We have also written an article on the one rein stop (also called the emergency stop) and when used in a timely fashion under saddle will reduce your risk of getting into a train wreck with your horse. Both your horse and yourself need to action the one rein stop as a matter of instant muscle memory for it to be effective.
Once your horse has started bucking as an example you have missed your opportunity to enact the one rein stop and get off before it goes pear-shaped. They only tell the truth and if you learn to read your horse and understand his perspective you can counteract most behaviors long before they become a problem.
It has been my experience that once we start seeing and understanding the world the way the horse does, he won’t seem nearly as unpredictable. Once you start taking notice of the signals they give, you’ll find the horse’s behavior can make a lot more sense.
Her 5-year-old Canadian Warm blood that she has in training threw her yesterday, and she had a minor concussion with amnesia for about a half hour afterwards. Kyra said she had the presence of mind to ask the teacher to lunge the horse when she sat down and recovered.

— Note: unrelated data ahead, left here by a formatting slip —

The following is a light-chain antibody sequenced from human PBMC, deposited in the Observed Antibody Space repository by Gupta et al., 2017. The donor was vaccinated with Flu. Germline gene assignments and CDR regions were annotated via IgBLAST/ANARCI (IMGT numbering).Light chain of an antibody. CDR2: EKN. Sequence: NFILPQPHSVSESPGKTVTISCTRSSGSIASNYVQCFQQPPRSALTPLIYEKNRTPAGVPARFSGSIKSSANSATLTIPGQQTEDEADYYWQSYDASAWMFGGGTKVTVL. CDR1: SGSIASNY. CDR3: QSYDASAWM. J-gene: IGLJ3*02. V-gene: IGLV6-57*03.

Kyra bought her a year ago from a farm about 5 hours north of Vancouver in Canada, and she was unbroken. Kyra is a good and patient trainer, and she has been very excited about her find.
Mares are even more unpredictable as they have the hormonal changes occurring on such a regular basis. It should be, in my estimation a minimum of 20 – 30 minutes of concentrated, focused ground games and exercises with the goals of not only warming the horse up, but establishing a very strong and immediate connection.
Once I am riding the horse, if I notice any attention away from me even for an instant, I immediately correct it. I always like the analogy of the parent and child relationship as applied to horses.
When working with children, keeping the child's attention is very important and not always easy. I do think it is easier with the horse to hold its attention as we are so physically active with it, when we are working with it.
It does require constant vigilance without any lapses in our attention to the process. Connection with the horse happens at a lot of levels simultaneously.
There is an instant before the action of the horse that we can be aware of if we are really consciously in tune with the animal. This is high level stuff and is hard to teach to a degree.